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Bob Hope Presents the Chrysler Theatre

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6.4/10 TV

Country of origin  United States
No. of seasons  4
Final episode date  17 May 1967
Number of seasons  4
7.8/10 IMDb

Genre  Anthology
Original language(s)  English
First episode date  4 October 1963
Network  NBC
Presented by  Bob Hope
Bob Hope Presents the Chrysler Theatre httpsimagesnasslimagesamazoncomimagesMM
Also known as  ''Universal Star Time Theatre of the Stars''
Composer(s)  Johnny Williams Bernard Herrmann Benny Carter Cyril Mockridge Dizzy Gillespie Quincy Jones Les Brown (bandleader) Johnny Mandel Lalo Schifrin
Cast  Bob Hope, Shelley Winters, Simone Signoret
Similar  Kraft Suspense Theatre, Alfred Hitchcock Presents, Alcoa Theatre, The Virginian, Westinghouse Desilu Playhouse

bob hope presents the chrysler theatre mr biddle s crime wave 1964


Bob Hope Presents the Chrysler Theatre is an American anthology series, sponsored by Chrysler Corporation, which ran on NBC from 1963 through 1967. The show was hosted by Bob Hope, but it had a variety of formats, including musical, dramatic, and comedy.

Contents

Overview

The program included such events as an adaptation of One Day in the Life of Ivan Denisovich, starring Jason Robards (from the novel by Aleksandr Solzhenitsyn); The Seven Little Foys, starring Mickey Rooney, Eddie Foy Jr. and the Osmond Brothers; Think Pretty, a musical starring Fred Astaire and Barrie Chase; and Groucho Marx in "Time for Elizabeth", a televised adaptation of a play that Marx and Norman Krasna wrote in 1948.

Generally, each episode ran for an hour, although for some 'special presentations', NBC expanded the broadcast time to 90 minutes.

Hope was paid $25,000 per week for those episodes which he merely introduced, and $500,000 for those in which he starred in. Hope's performances consisted of his typical joke- and celebrity-filled blackout sketches. These were usually called Chrysler Presents a Bob Hope Special. Every season, Hope traveled to Vietnam for Christmas, to entertain the troops.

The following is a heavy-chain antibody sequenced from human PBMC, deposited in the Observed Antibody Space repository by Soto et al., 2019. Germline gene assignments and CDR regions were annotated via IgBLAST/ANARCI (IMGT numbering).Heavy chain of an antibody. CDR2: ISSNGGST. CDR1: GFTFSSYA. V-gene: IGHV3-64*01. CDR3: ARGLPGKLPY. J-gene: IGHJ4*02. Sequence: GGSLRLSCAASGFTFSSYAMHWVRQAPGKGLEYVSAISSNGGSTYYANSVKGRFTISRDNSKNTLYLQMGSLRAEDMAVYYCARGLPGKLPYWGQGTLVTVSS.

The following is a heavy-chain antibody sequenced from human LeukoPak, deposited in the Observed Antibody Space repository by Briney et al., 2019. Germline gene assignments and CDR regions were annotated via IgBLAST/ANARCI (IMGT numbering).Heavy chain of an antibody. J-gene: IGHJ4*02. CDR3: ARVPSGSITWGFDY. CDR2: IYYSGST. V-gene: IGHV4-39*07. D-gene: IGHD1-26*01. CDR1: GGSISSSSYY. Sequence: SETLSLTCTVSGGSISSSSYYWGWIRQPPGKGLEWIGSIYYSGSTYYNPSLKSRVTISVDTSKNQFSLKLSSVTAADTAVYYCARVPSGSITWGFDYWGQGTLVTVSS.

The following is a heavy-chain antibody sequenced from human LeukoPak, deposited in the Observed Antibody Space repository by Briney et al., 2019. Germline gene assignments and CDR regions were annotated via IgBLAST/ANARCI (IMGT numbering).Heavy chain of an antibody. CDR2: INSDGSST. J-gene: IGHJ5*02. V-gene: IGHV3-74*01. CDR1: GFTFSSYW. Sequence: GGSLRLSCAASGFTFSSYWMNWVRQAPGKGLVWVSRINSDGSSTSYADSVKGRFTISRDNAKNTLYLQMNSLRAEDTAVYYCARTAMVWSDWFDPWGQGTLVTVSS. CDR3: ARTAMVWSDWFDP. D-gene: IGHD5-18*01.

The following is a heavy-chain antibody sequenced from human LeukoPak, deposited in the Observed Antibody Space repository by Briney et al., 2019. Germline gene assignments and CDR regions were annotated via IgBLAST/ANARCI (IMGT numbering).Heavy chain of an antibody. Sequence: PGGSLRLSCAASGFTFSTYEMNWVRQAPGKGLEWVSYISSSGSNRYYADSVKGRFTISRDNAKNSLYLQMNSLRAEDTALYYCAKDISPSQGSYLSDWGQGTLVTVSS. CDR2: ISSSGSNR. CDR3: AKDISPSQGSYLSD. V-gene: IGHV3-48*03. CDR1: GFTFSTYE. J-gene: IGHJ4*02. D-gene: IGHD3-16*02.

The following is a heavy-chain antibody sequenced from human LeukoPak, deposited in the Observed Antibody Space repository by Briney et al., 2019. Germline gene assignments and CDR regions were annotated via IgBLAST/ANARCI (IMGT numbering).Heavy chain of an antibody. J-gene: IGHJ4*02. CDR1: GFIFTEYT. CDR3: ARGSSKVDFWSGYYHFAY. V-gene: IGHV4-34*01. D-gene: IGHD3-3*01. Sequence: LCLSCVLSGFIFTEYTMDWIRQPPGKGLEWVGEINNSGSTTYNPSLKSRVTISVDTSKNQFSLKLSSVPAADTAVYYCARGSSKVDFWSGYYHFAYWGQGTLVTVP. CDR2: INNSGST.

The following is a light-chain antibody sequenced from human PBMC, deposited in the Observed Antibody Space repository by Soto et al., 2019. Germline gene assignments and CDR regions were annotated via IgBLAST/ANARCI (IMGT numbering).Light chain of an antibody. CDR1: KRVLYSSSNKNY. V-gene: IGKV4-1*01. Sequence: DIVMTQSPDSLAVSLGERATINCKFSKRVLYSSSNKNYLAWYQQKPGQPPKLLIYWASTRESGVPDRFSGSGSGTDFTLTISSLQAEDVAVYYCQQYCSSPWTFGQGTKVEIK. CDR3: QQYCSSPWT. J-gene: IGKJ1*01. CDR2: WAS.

Actors who appeared in episodes included Phyllis Avery, Ida Lupino, Sean Garrison, Peter Falk, Hugh O'Brian, Shelley Winters, Cliff Robertson, John Cassavetes, Jack Lord, William Shatner, Angie Dickinson, Suzanne Pleshette, Robert Stack, Dina Merrill, Darren McGavin, Broderick Crawford, Robert Wagner, Robert Young and Stuart Whitman.

Notable directors included Sydney Pollack, Stuart Rosenberg, John Cassavetes, Sam Peckinpah, Ida Lupino, and Daniel Petrie.

Several episodes were rerun from 1968 through 1972 under several different titles: NBC Adventure Theatre (1971-1972), NBC Action Playhouse (1971-1972), NBC Comedy Playhouse (1968-1970) and NBC Comedy Theater (1971-1972). The Hope introductions were replaced by other hosts, such as Peter Marshall (who hosted "Action"), Art Fleming ("Adventure" in 1971), Ed McMahon ("Adventure" in 1972), Monty Hall ("Comedy Playhouse" in 1968) and Jack Kelly ("Comedy Playhouse" in 1970, and "Comedy Theater").

In syndication, the series was presented as Universal Star Time and Theatre of the Stars, minus Hope's opening and closing segments.

Several of the dramatic episodes of the series aired in Britain on BBC2 as Impact, which also included episodes of Kraft Suspense Theatre.

Awards and nominations

The show won a total of seven Primetime Emmy Awards and was nominated for six more. Among them were the following:

For her performance in the episode "Two is the Number" (1964), Shelley Winters won for outstanding lead actress in a miniseries or movie.

Simone Signoret won for outstanding lead actress for her performance in "A Small Rebellion" (1966).

Cliff Robertson won for outstanding lead actor for his performance in "The Game" (1966).

Rod Steiger won for outstanding lead actor for his performance in "A Slow Fade to Black" (1964).

Sydney Pollack was nominated for directing "Something About Lee Wiley" (1963), and won for directing "The Game" (1966).

And Rod Serling won for writing the episode, "It's Mental Work" (1964).

Additionally, the show was nominated twice for the Directors Guild of America Award and twice for the Edgar Allan Poe Award.

References

Bob Hope Presents the Chrysler Theatre Wikipedia


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